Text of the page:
Overclocking Features and Results
ASUS and Overclocking - this is something that when said together just sounds right. ASUS has put so much of its R&D time into getting the most out of their boards as possible. This time though, ASUS has a rather bleak looking overclocking setup. However, since the ASUS N4L-VM DH motherboard is designed for HTPC users, we aren't too surprised or shocked.
To find what overclocking features are available you need to first visit the Jumperfree sub-menu under the Advanced Tab. While it does say A.I Overclocking in the menu, there are only 2 options, Auto and Manual. ASUS has not included any of its automatic overclocking profiles like it has done in the past. When you choose manual, you get 3 additional options.
First is FSB Frequency. Set at a default of 166MHz (667QDR) you can adjust this from 100MHz up to 500MHz in 1MHz increments. This is a bold amount of selection; however, without any vCore, PCI-E clock locks or other tweaks, you aren't going to get very far.
Next is the CPU Spread Spectrum. While this is supposed to lower EMI interference, changing this did nothing to increase or decrease overclocking results.
Lastly is the DDR2 Reference voltage. This can be changed from default of 1.8v up to 2.0v in 0.1v increments. In all, it is a very sad sight when it comes to overclocking. Hopefully ASUS will update its BIOS to include vCore adjustments and all the other little bits we come to love from ASUS motherboards.
With these limiting settings we only managed a maximum speed of 2.21GHz out of our 2GHz Core Duo processor.
PRICING: You can find products similar to this one for sale below.
United States: Find other tech and computer products like this over at Amazon's website.
United Kingdom: Find other tech and computer products like this over at Amazon UK's website.
Canada: Find other tech and computer products like this over at Amazon Canada's website.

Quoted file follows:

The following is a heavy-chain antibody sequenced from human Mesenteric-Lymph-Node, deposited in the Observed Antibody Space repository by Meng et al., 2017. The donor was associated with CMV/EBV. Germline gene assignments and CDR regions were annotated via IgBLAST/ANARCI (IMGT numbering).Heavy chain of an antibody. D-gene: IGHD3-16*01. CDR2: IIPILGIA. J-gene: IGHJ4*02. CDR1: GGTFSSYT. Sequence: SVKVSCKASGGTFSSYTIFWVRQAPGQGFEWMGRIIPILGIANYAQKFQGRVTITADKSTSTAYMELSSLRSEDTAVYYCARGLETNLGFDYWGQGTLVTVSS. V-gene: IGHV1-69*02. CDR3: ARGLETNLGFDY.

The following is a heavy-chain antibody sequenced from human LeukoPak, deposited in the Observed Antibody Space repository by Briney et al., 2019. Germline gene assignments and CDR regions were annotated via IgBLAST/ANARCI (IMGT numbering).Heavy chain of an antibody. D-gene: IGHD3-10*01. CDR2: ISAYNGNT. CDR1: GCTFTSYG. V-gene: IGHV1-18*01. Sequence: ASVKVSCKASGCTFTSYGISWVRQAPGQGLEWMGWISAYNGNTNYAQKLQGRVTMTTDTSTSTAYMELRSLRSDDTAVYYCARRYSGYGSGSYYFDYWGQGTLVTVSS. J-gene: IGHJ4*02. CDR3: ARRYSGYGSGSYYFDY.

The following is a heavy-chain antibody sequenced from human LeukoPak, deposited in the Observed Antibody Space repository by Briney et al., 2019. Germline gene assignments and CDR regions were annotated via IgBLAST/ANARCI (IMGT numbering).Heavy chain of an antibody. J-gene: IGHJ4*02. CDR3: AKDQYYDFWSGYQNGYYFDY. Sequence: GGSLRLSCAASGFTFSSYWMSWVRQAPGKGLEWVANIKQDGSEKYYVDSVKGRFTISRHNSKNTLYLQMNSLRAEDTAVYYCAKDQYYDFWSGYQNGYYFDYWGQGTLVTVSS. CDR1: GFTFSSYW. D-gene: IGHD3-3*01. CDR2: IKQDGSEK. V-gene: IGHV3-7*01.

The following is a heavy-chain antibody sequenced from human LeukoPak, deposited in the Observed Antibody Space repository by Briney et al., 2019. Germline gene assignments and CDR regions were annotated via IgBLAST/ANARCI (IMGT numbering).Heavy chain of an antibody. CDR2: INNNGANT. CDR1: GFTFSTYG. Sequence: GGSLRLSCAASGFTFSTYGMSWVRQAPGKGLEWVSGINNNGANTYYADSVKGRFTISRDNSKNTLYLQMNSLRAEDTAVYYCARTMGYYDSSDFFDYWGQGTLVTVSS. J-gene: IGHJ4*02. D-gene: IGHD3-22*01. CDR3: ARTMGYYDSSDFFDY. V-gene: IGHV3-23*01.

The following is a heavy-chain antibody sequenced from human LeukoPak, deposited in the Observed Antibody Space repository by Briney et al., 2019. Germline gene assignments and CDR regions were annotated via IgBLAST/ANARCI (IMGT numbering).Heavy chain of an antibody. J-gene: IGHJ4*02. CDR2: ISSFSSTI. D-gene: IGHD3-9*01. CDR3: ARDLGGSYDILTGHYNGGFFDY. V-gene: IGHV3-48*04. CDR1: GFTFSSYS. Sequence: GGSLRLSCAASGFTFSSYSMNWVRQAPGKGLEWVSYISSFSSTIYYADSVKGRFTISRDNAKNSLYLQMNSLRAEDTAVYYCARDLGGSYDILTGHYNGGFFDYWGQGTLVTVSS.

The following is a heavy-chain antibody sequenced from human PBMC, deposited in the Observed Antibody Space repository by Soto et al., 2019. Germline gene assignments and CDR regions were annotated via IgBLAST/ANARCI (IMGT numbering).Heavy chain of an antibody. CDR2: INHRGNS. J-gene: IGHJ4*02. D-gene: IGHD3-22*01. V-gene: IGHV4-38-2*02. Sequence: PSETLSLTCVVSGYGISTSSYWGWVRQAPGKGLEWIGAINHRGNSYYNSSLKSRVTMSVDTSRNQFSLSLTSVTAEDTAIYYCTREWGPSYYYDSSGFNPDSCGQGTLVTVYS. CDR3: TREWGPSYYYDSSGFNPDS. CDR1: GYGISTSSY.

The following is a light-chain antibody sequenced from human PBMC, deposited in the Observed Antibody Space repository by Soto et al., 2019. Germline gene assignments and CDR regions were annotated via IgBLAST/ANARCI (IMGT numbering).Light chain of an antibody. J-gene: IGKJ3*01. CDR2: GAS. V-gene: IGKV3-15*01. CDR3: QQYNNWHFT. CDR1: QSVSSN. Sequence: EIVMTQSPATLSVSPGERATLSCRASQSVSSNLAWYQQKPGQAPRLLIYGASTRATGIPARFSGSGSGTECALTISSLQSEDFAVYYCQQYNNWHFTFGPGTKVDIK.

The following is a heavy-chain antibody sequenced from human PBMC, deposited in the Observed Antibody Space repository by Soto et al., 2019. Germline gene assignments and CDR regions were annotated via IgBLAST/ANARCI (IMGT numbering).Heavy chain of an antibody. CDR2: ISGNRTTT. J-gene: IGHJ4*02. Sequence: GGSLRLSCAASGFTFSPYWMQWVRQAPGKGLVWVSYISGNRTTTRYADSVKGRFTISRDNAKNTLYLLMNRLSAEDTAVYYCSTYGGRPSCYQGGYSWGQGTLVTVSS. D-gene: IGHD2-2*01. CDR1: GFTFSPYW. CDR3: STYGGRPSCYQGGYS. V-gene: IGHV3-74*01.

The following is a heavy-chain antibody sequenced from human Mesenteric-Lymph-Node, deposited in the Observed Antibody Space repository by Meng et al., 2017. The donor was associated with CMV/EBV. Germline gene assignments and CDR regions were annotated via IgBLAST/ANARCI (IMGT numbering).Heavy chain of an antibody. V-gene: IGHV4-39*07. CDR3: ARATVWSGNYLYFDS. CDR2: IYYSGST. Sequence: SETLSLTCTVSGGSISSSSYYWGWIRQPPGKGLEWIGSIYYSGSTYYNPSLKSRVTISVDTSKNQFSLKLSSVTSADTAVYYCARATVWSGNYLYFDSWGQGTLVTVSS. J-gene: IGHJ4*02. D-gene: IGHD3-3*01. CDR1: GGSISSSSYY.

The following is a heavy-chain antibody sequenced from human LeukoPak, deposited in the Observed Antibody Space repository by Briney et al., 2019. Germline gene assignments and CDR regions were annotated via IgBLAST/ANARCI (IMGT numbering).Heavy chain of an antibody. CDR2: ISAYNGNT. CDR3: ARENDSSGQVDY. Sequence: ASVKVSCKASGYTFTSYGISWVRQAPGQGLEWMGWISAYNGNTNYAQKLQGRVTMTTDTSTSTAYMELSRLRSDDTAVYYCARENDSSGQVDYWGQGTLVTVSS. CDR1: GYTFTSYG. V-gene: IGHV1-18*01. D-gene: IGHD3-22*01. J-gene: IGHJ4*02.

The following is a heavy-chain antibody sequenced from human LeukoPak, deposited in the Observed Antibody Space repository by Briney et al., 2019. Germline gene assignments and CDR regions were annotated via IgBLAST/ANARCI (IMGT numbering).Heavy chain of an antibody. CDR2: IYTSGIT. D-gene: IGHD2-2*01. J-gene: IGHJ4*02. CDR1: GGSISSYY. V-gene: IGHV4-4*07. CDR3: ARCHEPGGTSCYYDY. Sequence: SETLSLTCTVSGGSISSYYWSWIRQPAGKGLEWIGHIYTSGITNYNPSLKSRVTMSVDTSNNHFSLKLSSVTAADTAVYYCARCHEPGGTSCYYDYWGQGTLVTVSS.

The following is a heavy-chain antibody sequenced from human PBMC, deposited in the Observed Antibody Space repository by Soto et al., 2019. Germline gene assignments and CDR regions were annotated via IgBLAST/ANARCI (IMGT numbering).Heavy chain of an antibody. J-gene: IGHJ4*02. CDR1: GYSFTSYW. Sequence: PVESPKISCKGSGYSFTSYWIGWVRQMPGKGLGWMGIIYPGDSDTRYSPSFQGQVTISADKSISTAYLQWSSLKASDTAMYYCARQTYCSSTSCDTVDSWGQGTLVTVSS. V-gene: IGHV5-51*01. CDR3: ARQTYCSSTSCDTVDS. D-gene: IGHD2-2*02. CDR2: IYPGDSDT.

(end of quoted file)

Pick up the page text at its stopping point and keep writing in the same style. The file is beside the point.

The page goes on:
- Page 1 [Introduction]
- Page 2 [Specifications]
- Page 3 [Inside the Box]
- Page 4 [The Motherboard]
- Page 5 [The Motherboard Continued]
- Page 6 [Overclocking]
- Page 7 [Benchmarks - Test Systems and Sandra]
- Page 8 [Benchmarks - PCMark]
- Page 9 [Benchmarks - Video Encoding]
- Page 10 [Benchmarks - 3DMark03]
- Page 11 [Benchmarks - 3DMark05]
- Page 12 [Benchmarks - 3DMark06]
- Page 13 [Benchmarks - Doom 3]
- Page 14 [Benchmarks - Quake 4]
- Page 15 [Benchmarks - F.E.A.R.]
- Page 16 [Benchmarks - Far Cry]
- Page 17 [Final Thoughts]
Recommended for You
- We at TweakTown openly invite the companies who provide us with review samples / who are mentioned or discussed to express their opinion of our content. If any company representative wishes to respond, we will publish the response here.
Latest News Posts
- AMD details its Radeon RX 400 series naming system
- AMD Radeon RX 480 review roundup
- AMD's new Radeon Software 16.6.2 drivers released, supports RX 480
- PS4 Slim coming alongside PS4 Neo, reports claim
- Starting this week, declining Windows 10 upgrade will actually work
- Updated BIOS on E3C226D2I now can't boot from USB
- GIGABYTE X99-Designare EX (Intel X99) Motherboard Review
- Synology DS916 Four-Bay Consumer NAS Review
- AMD Radeon RX 480 Video Card Review - Starting a Rebellion From $199
- USB speed differences between various motherboards and BIOSses
- AMD launches the Radeon Rebellion with the Radeon RX 480 video card, available now
- SAPPHIRE launches next generation Polaris-based Radeon RX 480 video card
- Be Quiet! announces the Dark Base 900 case
- Western Digital launches world's fastest 256GB microSD Card
- MSI readies B150M Mortar Arctic & B150M Bazooka Plus motherboards